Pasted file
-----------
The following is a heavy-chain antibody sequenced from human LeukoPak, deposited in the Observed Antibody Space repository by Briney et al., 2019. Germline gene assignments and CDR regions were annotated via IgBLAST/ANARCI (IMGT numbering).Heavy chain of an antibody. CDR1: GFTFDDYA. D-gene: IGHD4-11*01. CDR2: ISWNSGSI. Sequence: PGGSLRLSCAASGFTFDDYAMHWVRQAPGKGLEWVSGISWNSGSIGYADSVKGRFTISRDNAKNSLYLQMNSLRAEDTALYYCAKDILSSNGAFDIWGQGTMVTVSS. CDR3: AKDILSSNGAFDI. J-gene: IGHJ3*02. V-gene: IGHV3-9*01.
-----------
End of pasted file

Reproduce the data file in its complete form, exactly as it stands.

The following is a heavy-chain antibody sequenced from human LeukoPak, deposited in the Observed Antibody Space repository by Briney et al., 2019. Germline gene assignments and CDR regions were annotated via IgBLAST/ANARCI (IMGT numbering).Heavy chain of an antibody. CDR1: GFTFDDYA. D-gene: IGHD4-11*01. CDR2: ISWNSGSI. Sequence: PGGSLRLSCAASGFTFDDYAMHWVRQAPGKGLEWVSGISWNSGSIGYADSVKGRFTISRDNAKNSLYLQMNSLRAEDTALYYCAKDILSSNGAFDIWGQGTMVTVSS. CDR3: AKDILSSNGAFDI. J-gene: IGHJ3*02. V-gene: IGHV3-9*01.